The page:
|Most people can now set good SMART goals, but these tend to be outcome goals, such as:
- I want to lose 10lbs in 5 weeks
- I want to gain and inch to my biceps in 6 weeks
- I want to drop 5% bodyfat in 2 months
And so on…
The problem with this is they are all outcome goals, they are all an end state, and no matter how much you want them, they won’t just happen on their own!
Outcomes are affected by environmental things, like:
- Your job gets crazy busy.
- Your kid gets sick.
- Your family has a crisis.
- You have exams at school.
And they’re influenced by physical things like:
- Your hormones get out of whack.
- You have a chronic illness. (Or even just a tough bout with the flu.)
- You’re stressed.
- You’re traveling a lot.
- You’re getting older.
- You’re having problems sleeping.
- You sprained your ankle or your arthritic knee is doing its thing again.
You get the idea.
So you need to look at more action goals. Use your outcome goal and break it down into actions you can actually do and monitor.
|Lose 10 pounds.
||Eat the right portion sizes at each meal (or calories/macros if tracking that)
|Eat more protein
||Have a palm size portion of protein every meal
|Squat more weight.
||Squat 3 times a week at various intensities.
|Sleep 8 hours per night.
||Create a calming pre-sleep routine and start it 30 minutes before bedtime.
Now you have something you can track daily that you’ve done, you can see you’ve done it and your accountable to it.
The second thing with goals is to avoid ‘avoid’ goals! (I get the irony there!)
Because telling yourself to stop doing something almost guarantees you’ll keep doing it.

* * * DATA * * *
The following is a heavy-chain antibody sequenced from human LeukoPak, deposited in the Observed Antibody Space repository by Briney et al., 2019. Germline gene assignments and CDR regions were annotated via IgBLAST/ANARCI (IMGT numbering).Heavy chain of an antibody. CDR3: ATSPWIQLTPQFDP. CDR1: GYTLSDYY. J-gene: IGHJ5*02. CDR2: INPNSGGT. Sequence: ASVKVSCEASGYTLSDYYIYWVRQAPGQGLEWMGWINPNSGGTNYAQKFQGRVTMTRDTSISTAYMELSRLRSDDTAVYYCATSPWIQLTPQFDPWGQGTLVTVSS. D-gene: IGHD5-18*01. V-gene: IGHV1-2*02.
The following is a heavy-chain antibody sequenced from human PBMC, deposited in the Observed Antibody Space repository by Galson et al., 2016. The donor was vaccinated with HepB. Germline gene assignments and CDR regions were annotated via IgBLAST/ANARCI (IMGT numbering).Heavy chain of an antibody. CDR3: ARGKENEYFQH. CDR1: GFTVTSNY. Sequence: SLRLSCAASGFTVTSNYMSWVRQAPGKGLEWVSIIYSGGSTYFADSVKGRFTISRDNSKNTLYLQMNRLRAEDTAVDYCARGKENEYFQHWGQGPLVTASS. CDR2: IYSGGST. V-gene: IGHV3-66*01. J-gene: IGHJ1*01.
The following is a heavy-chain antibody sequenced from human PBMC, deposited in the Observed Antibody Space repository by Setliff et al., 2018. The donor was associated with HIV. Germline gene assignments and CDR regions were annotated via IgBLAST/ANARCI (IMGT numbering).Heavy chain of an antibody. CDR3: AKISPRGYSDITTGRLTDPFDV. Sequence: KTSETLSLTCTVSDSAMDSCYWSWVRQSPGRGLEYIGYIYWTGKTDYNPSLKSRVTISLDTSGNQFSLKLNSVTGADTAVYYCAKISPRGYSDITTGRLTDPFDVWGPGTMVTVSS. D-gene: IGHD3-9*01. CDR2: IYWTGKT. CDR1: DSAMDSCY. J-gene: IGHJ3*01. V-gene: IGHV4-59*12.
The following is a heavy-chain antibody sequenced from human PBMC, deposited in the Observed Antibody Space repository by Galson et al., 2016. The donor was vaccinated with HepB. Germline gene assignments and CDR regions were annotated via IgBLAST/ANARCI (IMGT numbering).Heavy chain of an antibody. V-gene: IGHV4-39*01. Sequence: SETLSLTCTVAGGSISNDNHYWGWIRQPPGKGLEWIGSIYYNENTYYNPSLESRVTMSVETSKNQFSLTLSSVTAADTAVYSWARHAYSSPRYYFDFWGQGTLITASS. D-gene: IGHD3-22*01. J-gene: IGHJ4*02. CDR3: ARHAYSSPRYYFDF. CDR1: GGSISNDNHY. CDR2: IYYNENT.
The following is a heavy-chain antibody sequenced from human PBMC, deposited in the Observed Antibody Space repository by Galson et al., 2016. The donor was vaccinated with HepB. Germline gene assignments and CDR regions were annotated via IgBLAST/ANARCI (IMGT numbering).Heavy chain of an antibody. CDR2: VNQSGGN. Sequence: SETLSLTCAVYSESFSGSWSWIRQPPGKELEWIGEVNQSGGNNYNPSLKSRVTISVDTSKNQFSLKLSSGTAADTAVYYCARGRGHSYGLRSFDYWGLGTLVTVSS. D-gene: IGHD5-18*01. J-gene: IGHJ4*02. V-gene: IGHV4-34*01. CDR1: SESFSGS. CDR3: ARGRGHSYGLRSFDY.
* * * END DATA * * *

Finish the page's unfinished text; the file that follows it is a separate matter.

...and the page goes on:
As I’m sure you know, nobody likes being told what to do. This is called resistance, and it’s completely normal. The moment someone (even yourself) argues strongly for change, your natural reaction is to argue equally strongly against change.
What’s more, if the goal is to stop doing something, even the smallest slip can feel like a failure. One miss means you’re “off the wagon” and all hell breaks loose.
“Avoid” goals are a lot of psychological work. They take up a lot of mental and emotional real estate and energy. All you can think about is what you’re not doing… or shouldn’t do… but really want to do… but you’re not allowed to do it…
So, you need to look at replacing not avoiding. For example:
|Stop snacking on “junk food”.
||Snack on cut-up protein and veggies prepared in advance.
||protein and veggies are good for me, and this helps me get more of them.
|Stop over-eating when stressed or overwhelmed.
||Stay “checked in” and practice eating slowly and breathing between bites.
||I feel so much calmer, I enjoy mealtimes more with my family, and my digestion is better.
|Stop drinking fizzy pop.
||Drink a glass of water with at least 3 meals each day.
||I don’t get headaches or constipated any more.
|Stop eating when I’m stressed out.
||Come up with a list of stress-relieving activities that I enjoy. Then pick one from the list and do it.
||I feel so much better after my “stress-relief break”!
|Stop feeling so fatigued and sleep deprived all the time.
||Develop a relaxing sleep ritual and 9 pm bedtime.
||I am clear-headed, energized, and happy. I need less caffeine now.
Not only do you give yourself another option, so you are not depriving but replacing, this way also allows you to show yourself the benefit, as seen above. Now you will feel more comfortable with the goal, more likely to stick to it, and can see how it’s doing you good (as well as getting you to the main goals you had right at the start).